Ideological cluelessness abounds

Harper speaks to reporters in Lima on November 23rd:

“Recent private sector forecasts suggest the strong possibility of a technical recession at the end of this year and the beginning of next,” Harper said [November 23] at a news conference in Lima, where he was attending the Asia-Pacific Economic Cooperation forum. “I am surprised at this. I am further surprised by deflationary pressure that we’re seeing around world.”

Mock Turtle isn’t surprised by it — so why is the Prime Minister?

Meanwhile Flaherty acknowledges that Canada may be in a “technical recession.” What’s the difference between a technical recession and a real recession, you wonder? Well, in a technical recession you’re in an official recession, as opposed to a slowdown that companies and people feel but no data can confirm (and governments can, thus, deny). Rather than being a comforting mirage, a “technical recession” would seem to be a worse state of affairs than the generic, unqualified “recession.”

So, seeing as we’re on the verge of a recession, whose presence on the horizon is now unshrouded by the clouds that hid it from the Conservatives until yesterday, but the recession hasn’t yet technically happened, might we expect our far-seeing government to take some preventative measures to stave it off?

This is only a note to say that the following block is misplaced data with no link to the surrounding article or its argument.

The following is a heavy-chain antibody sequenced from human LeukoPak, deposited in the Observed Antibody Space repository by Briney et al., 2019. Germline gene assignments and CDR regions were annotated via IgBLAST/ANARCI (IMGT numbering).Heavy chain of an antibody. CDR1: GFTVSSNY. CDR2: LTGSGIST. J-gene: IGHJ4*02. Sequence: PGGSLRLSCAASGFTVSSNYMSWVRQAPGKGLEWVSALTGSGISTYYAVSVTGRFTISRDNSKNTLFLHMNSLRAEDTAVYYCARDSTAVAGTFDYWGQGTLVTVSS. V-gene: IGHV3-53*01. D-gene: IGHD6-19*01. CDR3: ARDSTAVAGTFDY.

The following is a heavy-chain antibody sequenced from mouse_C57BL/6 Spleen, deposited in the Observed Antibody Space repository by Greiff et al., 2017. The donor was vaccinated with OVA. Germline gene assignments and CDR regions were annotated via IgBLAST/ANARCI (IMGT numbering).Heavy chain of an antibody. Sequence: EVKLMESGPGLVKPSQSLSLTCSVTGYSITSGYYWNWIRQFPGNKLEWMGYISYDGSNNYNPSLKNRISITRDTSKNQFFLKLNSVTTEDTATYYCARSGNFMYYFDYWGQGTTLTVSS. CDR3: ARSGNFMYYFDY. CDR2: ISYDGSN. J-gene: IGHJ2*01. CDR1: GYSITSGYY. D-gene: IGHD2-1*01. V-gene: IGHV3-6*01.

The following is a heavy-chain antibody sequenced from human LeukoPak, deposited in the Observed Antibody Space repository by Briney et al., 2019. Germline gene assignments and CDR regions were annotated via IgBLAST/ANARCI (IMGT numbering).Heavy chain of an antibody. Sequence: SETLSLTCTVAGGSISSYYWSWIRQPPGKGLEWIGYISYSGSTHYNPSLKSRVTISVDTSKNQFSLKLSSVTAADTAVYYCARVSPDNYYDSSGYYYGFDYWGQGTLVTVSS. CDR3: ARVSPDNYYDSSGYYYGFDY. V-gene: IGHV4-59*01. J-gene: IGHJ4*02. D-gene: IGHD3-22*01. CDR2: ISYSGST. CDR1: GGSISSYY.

As it turns out — no. Seems we are just to wait until we are even more technically into a recession, and some more people have lost jobs, and then take action, after the fact. Why? Well, according to Flaherty:

“We have a stimulus of almost 2 percent of GDP in the Canadian economy . . . Fortunately, we acted in advance of other countries who have had to play catch-up on that stimulus.”

Let’s recap once more the package of tax breaks announced in the last federal budget, which have resolutely failed to stimulate consumer confidence, and the initial beneficial effects of which — if any — have now undeniably disintegrated entirely:

– Corporate income taxes cut an electrifying 1.1%, from 22.1% to 21%, in 2008.
– Additional 1% cut in GST mid-2008.
– Hmmm. Introduction of special tax credit for kids in organized sports?

I guess strong medicine like that takes a while to trickle down through the system.